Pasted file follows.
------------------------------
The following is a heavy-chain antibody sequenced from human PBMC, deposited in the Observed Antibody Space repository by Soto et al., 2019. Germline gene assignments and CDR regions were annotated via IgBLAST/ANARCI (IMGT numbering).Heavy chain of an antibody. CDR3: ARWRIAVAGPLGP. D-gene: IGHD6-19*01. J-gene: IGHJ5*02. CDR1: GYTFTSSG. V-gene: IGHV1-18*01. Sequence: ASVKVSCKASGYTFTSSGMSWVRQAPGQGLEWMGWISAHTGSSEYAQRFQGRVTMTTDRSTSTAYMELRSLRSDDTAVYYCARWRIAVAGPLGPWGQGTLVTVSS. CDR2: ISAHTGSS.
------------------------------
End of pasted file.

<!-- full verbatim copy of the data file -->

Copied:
The following is a heavy-chain antibody sequenced from human PBMC, deposited in the Observed Antibody Space repository by Soto et al., 2019. Germline gene assignments and CDR regions were annotated via IgBLAST/ANARCI (IMGT numbering).Heavy chain of an antibody. CDR3: ARWRIAVAGPLGP. D-gene: IGHD6-19*01. J-gene: IGHJ5*02. CDR1: GYTFTSSG. V-gene: IGHV1-18*01. Sequence: ASVKVSCKASGYTFTSSGMSWVRQAPGQGLEWMGWISAHTGSSEYAQRFQGRVTMTTDRSTSTAYMELRSLRSDDTAVYYCARWRIAVAGPLGPWGQGTLVTVSS. CDR2: ISAHTGSS.